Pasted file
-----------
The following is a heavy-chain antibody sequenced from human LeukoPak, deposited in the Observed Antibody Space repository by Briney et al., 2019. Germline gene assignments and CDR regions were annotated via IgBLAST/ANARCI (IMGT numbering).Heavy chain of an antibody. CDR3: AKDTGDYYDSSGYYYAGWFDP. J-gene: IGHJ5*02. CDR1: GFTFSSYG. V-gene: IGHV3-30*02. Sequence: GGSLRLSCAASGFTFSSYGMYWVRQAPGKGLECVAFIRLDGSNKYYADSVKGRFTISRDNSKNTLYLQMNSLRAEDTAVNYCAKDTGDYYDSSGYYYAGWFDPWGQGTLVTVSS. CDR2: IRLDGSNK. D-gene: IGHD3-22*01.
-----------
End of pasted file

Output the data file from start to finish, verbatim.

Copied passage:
The following is a heavy-chain antibody sequenced from human LeukoPak, deposited in the Observed Antibody Space repository by Briney et al., 2019. Germline gene assignments and CDR regions were annotated via IgBLAST/ANARCI (IMGT numbering).Heavy chain of an antibody. CDR3: AKDTGDYYDSSGYYYAGWFDP. J-gene: IGHJ5*02. CDR1: GFTFSSYG. V-gene: IGHV3-30*02. Sequence: GGSLRLSCAASGFTFSSYGMYWVRQAPGKGLECVAFIRLDGSNKYYADSVKGRFTISRDNSKNTLYLQMNSLRAEDTAVNYCAKDTGDYYDSSGYYYAGWFDPWGQGTLVTVSS. CDR2: IRLDGSNK. D-gene: IGHD3-22*01.